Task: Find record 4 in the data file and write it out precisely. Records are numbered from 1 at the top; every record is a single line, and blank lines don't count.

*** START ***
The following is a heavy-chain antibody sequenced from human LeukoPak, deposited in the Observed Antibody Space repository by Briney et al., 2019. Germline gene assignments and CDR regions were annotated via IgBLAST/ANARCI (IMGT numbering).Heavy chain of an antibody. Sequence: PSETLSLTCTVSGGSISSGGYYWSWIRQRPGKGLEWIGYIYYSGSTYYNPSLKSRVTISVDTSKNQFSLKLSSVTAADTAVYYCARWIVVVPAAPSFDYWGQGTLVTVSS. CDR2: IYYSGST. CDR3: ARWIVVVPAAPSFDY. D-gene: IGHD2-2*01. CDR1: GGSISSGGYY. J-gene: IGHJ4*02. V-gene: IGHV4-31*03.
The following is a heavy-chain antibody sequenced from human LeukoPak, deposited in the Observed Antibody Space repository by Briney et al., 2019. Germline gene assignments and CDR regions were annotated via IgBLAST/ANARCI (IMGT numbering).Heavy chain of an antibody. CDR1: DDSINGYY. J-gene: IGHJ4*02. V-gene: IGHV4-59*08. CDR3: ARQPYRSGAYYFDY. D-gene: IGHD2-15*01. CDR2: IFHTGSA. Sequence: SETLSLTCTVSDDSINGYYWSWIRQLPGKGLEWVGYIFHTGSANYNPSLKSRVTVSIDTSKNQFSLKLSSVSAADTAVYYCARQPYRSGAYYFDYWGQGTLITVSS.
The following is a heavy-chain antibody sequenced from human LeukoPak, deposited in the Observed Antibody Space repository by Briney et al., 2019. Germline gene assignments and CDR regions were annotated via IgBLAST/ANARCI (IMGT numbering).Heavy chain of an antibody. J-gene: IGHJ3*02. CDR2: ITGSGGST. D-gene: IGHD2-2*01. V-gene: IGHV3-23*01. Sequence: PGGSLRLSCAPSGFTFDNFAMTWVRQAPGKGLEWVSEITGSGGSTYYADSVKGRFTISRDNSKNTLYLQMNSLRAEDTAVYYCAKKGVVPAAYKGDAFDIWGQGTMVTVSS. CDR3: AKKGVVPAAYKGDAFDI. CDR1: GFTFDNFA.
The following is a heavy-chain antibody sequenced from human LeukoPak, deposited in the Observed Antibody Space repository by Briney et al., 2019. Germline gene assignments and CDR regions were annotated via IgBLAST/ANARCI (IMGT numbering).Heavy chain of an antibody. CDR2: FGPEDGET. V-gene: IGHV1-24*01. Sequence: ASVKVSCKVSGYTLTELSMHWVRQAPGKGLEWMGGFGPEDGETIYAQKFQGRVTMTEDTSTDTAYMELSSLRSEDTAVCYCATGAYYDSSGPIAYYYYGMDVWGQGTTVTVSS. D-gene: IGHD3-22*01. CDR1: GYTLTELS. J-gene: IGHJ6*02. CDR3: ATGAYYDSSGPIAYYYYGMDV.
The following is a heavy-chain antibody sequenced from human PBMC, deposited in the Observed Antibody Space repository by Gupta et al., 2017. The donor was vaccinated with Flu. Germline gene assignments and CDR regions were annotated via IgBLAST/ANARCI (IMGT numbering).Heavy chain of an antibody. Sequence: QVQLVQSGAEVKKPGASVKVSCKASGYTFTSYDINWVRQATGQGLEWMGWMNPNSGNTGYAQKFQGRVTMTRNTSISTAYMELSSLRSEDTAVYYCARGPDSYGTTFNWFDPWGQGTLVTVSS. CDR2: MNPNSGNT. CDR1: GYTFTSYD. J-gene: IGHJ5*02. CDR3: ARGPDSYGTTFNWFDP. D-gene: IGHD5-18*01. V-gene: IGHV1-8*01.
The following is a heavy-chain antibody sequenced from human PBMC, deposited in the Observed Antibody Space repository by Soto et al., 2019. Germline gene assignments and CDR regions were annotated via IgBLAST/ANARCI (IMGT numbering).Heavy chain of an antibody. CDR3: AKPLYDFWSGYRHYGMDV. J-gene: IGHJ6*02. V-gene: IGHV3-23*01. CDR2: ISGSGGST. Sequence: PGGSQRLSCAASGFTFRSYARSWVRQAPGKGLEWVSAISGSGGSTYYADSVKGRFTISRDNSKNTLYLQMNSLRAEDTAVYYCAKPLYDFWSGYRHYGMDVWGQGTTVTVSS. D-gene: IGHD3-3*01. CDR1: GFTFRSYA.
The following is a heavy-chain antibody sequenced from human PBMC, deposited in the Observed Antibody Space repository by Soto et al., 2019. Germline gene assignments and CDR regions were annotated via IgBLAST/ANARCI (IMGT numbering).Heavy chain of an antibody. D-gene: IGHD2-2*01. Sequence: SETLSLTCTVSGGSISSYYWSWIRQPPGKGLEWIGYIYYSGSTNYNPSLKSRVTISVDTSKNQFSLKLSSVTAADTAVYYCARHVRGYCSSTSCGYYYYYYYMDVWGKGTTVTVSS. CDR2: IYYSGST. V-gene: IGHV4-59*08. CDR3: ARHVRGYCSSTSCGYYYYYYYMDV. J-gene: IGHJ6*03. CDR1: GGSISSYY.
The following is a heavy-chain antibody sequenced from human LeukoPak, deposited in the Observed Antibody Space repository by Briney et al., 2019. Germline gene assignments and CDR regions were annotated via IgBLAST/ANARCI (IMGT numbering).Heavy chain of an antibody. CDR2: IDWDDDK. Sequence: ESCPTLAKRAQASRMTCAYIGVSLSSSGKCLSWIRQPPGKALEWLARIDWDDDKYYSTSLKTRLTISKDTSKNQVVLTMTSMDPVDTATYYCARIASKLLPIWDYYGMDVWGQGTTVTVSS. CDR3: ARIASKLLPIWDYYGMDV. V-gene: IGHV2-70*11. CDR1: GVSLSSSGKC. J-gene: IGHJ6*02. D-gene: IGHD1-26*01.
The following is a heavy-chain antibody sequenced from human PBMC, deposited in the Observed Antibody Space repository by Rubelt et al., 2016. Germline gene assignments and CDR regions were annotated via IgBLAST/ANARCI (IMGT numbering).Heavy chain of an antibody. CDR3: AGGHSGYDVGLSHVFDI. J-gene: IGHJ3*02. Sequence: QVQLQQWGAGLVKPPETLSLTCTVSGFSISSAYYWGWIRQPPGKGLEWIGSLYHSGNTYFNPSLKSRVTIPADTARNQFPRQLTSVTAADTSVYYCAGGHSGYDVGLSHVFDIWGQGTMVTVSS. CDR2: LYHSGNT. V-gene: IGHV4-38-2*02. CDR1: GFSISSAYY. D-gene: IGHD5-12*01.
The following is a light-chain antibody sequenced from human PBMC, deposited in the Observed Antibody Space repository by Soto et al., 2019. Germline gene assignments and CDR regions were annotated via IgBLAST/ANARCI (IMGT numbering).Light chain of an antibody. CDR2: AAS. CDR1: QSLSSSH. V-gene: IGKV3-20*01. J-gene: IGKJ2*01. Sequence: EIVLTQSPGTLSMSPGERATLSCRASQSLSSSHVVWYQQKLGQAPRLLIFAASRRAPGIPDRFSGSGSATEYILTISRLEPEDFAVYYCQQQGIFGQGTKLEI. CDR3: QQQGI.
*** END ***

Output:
The following is a heavy-chain antibody sequenced from human LeukoPak, deposited in the Observed Antibody Space repository by Briney et al., 2019. Germline gene assignments and CDR regions were annotated via IgBLAST/ANARCI (IMGT numbering).Heavy chain of an antibody. CDR2: FGPEDGET. V-gene: IGHV1-24*01. Sequence: ASVKVSCKVSGYTLTELSMHWVRQAPGKGLEWMGGFGPEDGETIYAQKFQGRVTMTEDTSTDTAYMELSSLRSEDTAVCYCATGAYYDSSGPIAYYYYGMDVWGQGTTVTVSS. D-gene: IGHD3-22*01. CDR1: GYTLTELS. J-gene: IGHJ6*02. CDR3: ATGAYYDSSGPIAYYYYGMDV.